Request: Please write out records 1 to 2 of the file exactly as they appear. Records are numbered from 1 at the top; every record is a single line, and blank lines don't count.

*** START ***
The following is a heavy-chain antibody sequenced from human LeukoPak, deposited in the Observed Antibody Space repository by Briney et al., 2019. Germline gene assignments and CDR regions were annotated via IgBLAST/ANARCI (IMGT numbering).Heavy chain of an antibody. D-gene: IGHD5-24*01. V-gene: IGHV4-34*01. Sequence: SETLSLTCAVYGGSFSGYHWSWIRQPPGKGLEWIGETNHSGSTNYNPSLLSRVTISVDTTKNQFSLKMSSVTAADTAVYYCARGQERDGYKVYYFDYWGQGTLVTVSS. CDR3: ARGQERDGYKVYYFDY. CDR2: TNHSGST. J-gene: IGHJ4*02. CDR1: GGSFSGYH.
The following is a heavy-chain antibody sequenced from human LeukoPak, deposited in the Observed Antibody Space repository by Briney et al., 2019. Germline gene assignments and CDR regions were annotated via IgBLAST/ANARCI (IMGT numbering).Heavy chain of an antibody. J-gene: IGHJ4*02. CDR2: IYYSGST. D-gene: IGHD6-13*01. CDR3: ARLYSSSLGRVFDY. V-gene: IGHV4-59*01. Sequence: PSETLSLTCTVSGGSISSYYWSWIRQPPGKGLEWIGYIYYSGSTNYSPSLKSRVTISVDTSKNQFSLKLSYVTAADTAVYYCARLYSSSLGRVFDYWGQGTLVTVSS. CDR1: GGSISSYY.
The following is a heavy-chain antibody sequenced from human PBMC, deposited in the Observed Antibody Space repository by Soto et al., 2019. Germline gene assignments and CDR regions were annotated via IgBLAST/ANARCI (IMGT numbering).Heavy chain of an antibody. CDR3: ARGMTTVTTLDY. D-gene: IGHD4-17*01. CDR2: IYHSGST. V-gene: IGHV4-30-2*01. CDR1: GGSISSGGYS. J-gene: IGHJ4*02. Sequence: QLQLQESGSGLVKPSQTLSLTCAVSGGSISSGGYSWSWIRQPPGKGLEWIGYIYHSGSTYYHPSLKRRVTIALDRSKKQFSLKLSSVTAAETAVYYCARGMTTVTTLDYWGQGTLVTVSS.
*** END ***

The following is a heavy-chain antibody sequenced from human LeukoPak, deposited in the Observed Antibody Space repository by Briney et al., 2019. Germline gene assignments and CDR regions were annotated via IgBLAST/ANARCI (IMGT numbering).Heavy chain of an antibody. D-gene: IGHD5-24*01. V-gene: IGHV4-34*01. Sequence: SETLSLTCAVYGGSFSGYHWSWIRQPPGKGLEWIGETNHSGSTNYNPSLLSRVTISVDTTKNQFSLKMSSVTAADTAVYYCARGQERDGYKVYYFDYWGQGTLVTVSS. CDR3: ARGQERDGYKVYYFDY. CDR2: TNHSGST. J-gene: IGHJ4*02. CDR1: GGSFSGYH.
The following is a heavy-chain antibody sequenced from human LeukoPak, deposited in the Observed Antibody Space repository by Briney et al., 2019. Germline gene assignments and CDR regions were annotated via IgBLAST/ANARCI (IMGT numbering).Heavy chain of an antibody. J-gene: IGHJ4*02. CDR2: IYYSGST. D-gene: IGHD6-13*01. CDR3: ARLYSSSLGRVFDY. V-gene: IGHV4-59*01. Sequence: PSETLSLTCTVSGGSISSYYWSWIRQPPGKGLEWIGYIYYSGSTNYSPSLKSRVTISVDTSKNQFSLKLSYVTAADTAVYYCARLYSSSLGRVFDYWGQGTLVTVSS. CDR1: GGSISSYY.